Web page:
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IMI impact on patient involvement


What's the problem?


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For many years, patient involvement in research was restricted to participating in clinical studies and trials as research subjects. Today, it is widely recognised that patients can and should be much more involved in all aspects of research, including agenda setting, study design, communication, and ethics. At the same time, many researchers are now well aware that patients bring unique knowledge and skills to projects which can help to improve the quality of research. However, there are still too many projects and initiatives where patients are either not involved at all, or where their involvement comes too late to allow them to really influence the project's direction and outcomes.


What is IMI doing about it?


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At IMI, we consider patients equal partners that can and should play an active role in the medicines R&D process. Including patients’ perspectives in IMI activities and facilitating patient participation in projects is therefore a top priority for us. As of the end of 2020, 60 % of IMI2 projects involved patient organisations as consortium partners, members of advisory boards, ethics boards or members of stakeholder groups. Through our pool of patient experts and our wider network of contacts, we also involve patients in our wider activities, including as experts for reviewing project proposals and as speakers in our events. In addition, a patient representative is a full member of our scientific committee.

More broadly, IMI projects are developing resources and showcasing best practice when it comes to the question of how and when to best involve patients in research.


IMI is advancing patient involvement in research by…


…creating a pool of patient experts Although we have involved patients in IMI activities since our creation, in 2019 we created a pool of patient experts to further strengthen the role and voice of patients in IMI activities at both strategic and operational levels. There are over 150 patients and family members/informal carers in the pool, and they contribute to IMI's work in diverse ways.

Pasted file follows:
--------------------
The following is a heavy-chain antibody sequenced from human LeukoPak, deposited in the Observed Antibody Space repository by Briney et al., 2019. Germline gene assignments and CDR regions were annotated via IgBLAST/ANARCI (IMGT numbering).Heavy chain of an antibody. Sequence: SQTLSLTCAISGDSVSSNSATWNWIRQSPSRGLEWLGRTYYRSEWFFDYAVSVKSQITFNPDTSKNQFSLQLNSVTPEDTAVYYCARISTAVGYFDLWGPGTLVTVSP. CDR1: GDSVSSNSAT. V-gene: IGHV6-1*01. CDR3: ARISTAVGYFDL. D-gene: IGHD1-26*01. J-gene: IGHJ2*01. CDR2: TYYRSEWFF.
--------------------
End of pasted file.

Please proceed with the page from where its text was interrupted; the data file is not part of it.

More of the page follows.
…encouraging patient organisations to contribute to IMI as Associated Partners A number of patient organisations contribute to the IMI2 programme as Associated Partners. Associated Partners are typically involved in the development of new Call topics from the outset. As is the case with EFPIA partners, Associated Partners do not receive IMI funding, but contribute their own resources to the projects, mainly through in-kind contributions. IMI matches resources invested in projects by Associated Partners, making this a good way to leverage precious assets.
…promoting patient education For meaningful patient involvement in research, it helps if patients understand the medicines development process and the jargon associated with it. IMI’s EUPATI and EFOEUPATI projects created a wealth of educational resources designed specifically for patients who want to get involved in research. The course has trained over 200 patient experts and more than 4 million people have accessed the multi-lingual toolbox. The projects' legacy lives on through the EUPATI Foundation.

…providing practical resources on patient involvement

Although growing numbers of researchers understand the importance of patient involvement, many do not know how to do it in practice. IMI project PARADIGM delivered a comprehensive toolbox that brings together in one place all the project’s recommendations, tools and relevant background information to make patient engagement in medicines development easier for all.

…advising on including patients’ views on benefits and risks

Balancing the benefits and risks of medicines is a major challenge in drug development, and patients’ input is key. IMI’s PREFER project is developing methodologies and recommendations on when and how to best to include patient perspectives during the development, approval, and post-approval of new therapies. The framework developed by the project is currently under evaluation by the European Medicines Agency and health technology assessment bodies.

…sharing best practice on patient involvement in research projects

Many IMI projects have involved patients in their activities in diverse ways, and have shared their experiences and lessons learnt with the wider scientific and patient communities. For example,
 - U-BIOPRED produced ‘A short guide to successful patient involvement in EU-funded research’.
 - APPROACH published an article in Research Involvement and Engagement on ‘Making the patient voice heard in a research consortium: experiences from an EU project (IMI-APPROACH)’.
 - EPAD published an article in the same journal on ‘Involving research participants in a pan-European research initiative: the EPAD participant panel experience’.




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